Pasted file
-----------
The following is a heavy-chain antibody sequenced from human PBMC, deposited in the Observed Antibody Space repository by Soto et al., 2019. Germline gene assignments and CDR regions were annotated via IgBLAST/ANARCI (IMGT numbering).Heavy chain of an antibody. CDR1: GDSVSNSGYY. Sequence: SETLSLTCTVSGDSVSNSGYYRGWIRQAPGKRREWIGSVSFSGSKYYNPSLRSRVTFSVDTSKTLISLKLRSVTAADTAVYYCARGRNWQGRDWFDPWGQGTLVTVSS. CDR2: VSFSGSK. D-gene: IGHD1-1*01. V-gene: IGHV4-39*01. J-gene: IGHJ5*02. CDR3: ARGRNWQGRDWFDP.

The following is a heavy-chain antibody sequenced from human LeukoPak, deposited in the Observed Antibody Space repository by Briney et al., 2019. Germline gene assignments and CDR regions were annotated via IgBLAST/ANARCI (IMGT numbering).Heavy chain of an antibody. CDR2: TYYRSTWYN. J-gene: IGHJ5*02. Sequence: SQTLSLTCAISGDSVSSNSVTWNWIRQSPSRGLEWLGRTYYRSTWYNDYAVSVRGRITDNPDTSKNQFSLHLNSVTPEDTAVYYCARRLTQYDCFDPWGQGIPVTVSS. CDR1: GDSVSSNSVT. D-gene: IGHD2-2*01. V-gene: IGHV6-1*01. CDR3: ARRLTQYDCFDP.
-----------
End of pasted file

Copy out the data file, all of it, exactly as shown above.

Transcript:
The following is a heavy-chain antibody sequenced from human PBMC, deposited in the Observed Antibody Space repository by Soto et al., 2019. Germline gene assignments and CDR regions were annotated via IgBLAST/ANARCI (IMGT numbering).Heavy chain of an antibody. CDR1: GDSVSNSGYY. Sequence: SETLSLTCTVSGDSVSNSGYYRGWIRQAPGKRREWIGSVSFSGSKYYNPSLRSRVTFSVDTSKTLISLKLRSVTAADTAVYYCARGRNWQGRDWFDPWGQGTLVTVSS. CDR2: VSFSGSK. D-gene: IGHD1-1*01. V-gene: IGHV4-39*01. J-gene: IGHJ5*02. CDR3: ARGRNWQGRDWFDP.

The following is a heavy-chain antibody sequenced from human LeukoPak, deposited in the Observed Antibody Space repository by Briney et al., 2019. Germline gene assignments and CDR regions were annotated via IgBLAST/ANARCI (IMGT numbering).Heavy chain of an antibody. CDR2: TYYRSTWYN. J-gene: IGHJ5*02. Sequence: SQTLSLTCAISGDSVSSNSVTWNWIRQSPSRGLEWLGRTYYRSTWYNDYAVSVRGRITDNPDTSKNQFSLHLNSVTPEDTAVYYCARRLTQYDCFDPWGQGIPVTVSS. CDR1: GDSVSSNSVT. D-gene: IGHD2-2*01. V-gene: IGHV6-1*01. CDR3: ARRLTQYDCFDP.